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Guidelines for Clinical Custom Content

Guidelines for Clinical Custom Content

Clinical Custom Content is written for audiences working in health-care and adjacent industries. We take a journalistic approach, making the content accessible to practitioners with varying degrees of familiarity with the subject.

Content comes in two varieties: Branded and Unbranded. Which options to choose will depend on our partner’s specific needs and goals.

Material that discusses medicinal drugs and devices is highly regulated, and we have set out some non-exhaustive guidelines for Branded Clinical Content we will create for our clients.

Material that is covers subjects relevant to clinicians and physician-researchers, but without mentioning any specific drugs or devices, is less regulated, but must still fulfil some basic parameters.

These guidelines are not intended to be a definitive summary of the law or a substitution for understanding the legal and regulatory framework that applies to medicines and medical devices.

The client is responsible for ensuring the content complies with the appropriate* legal and regulatory rules.

Branded editorial content

These articles are for specific marketing messages about approved drugs and devices, tightly targeted to audiences of health-care professionals (HCPs), with promotional campaigns that are geographically limited.

  • Approval status. Content will cover approved medicinal drugs or medical devices only, and must make clear which countries they are approved and where they are not. Content must not be directed to audiences outside the countries in which the drug or device has been approved
  • Investigational drugs and devices. No details of planned or ongoing clinical trials or investigations can be included.
  • Brand names. Brand names for medicinal products should only be used if the products have been approved by the appropriate agencies*.
  • Claims. All content must be consistent with the medicinal drug or medical device’s approval. Any claims about the efficacy or safety of a medicinal product must be supported by statistically significant evidence published in the primary, peer-reviewed literature and/or the approved label. Relevant publications will be cited in the article. There must be no unpublished data. The article should not state or imply a medicinal drug or a medical device is safe.
  • Indications. Medicinal drugs can only be discussed in relation to the approved indications, for the approved audiences, at the approved doses – as per the approved label. No off-label discussion can be included. It should be made clear if a medicinal drug or medical device is not indicated for a particular disease, condition or population in certain territories.
  • Fair and balanced. Published results cannot be cherry-picked: adverse as well as beneficial effects must be reported.
  • Editorial tone. The content must not constitute an inducement to prescribe, supply, administer, recommend, buy or sell any medicinal drug or medical device. The articles will focus on the scientific evidence. None of the reporting, including any quotes from interviewees, shall be overly enthusiastic, misleading or exaggerated. Use of adjectives will be limited.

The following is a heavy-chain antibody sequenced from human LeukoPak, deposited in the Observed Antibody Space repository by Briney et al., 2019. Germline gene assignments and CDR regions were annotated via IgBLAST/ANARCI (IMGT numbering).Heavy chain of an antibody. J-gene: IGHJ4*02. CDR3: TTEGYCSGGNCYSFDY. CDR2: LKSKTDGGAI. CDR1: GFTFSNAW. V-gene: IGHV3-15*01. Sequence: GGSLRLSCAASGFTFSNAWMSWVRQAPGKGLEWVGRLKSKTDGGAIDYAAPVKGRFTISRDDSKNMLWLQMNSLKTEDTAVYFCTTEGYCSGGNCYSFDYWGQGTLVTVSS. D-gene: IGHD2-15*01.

• Data presentation. Any data, including in chart form, must be from the published literature and have its full context. Where feasible, actual numbers will be used rather than or in addition to percentages. Data should be presented in a way to give a clear, fair, balanced view and not mislead.
  • Comparisons. Any comparisons must not create confusion with another product or discredit/denigrate a competitor’s product. Comparisons must be accurate, balanced, fair and supported with peer-reviewed papers.

Unbranded editorial content

These articles primarily raise awareness and demonstrate thought leadership and research in a disease area. They often provide foundational knowledge of a disease and its mechanisms for a clinical group who might later encounter an approved drug or device.

  • Brand names. Cannot mention specific drugs, devices or clinical diagnostics. Can discuss drug classes in a broad, objective sense, if appropriate
  • Investigational drugs and devices. Cannot include clinical trial data relevant to specific drugs or devices
  • Editorial tone. Articles build an association between our partner and a developing area of biomedical research, whether drug or device development; new pathways, targets or biomarkers; common diagnostic challenges; or other aspects of translational research. These pieces have a more conversational tone.

Article presentation

  • Online location. Branded Clinical Custom Content will appear on Springerlink, whereas Unbranded content can appear on Nature or Springerlink.
  • Gating. If required, Springerlink articles can open with a pop-up window such that the reader has to affirm they are an HCP in order to access the content.
  • Article labelling. All clinical custom content will be labelled as “ADVERTISEMENT FEATURE”.
  • Sponsorship declaration. Sponsorship of the content will be declared and visible to readers. The client’s logo, that links to the homepage, will also be clearly visible at the start of the article.
  • Additional materials. Branded articles will include Brief Summary/Summary of Product Characteristics (SmPC), along with any other information and mandatory text, as required by the relevant healthcare agencies

*Relevant healthcare agencies are government or regulatory authorities responsible for the authorization and regulation of medicinal drugs and/or medical devices in the home country(ies) of the client; the contracting Springer Custom Media team; and the target audience(s).

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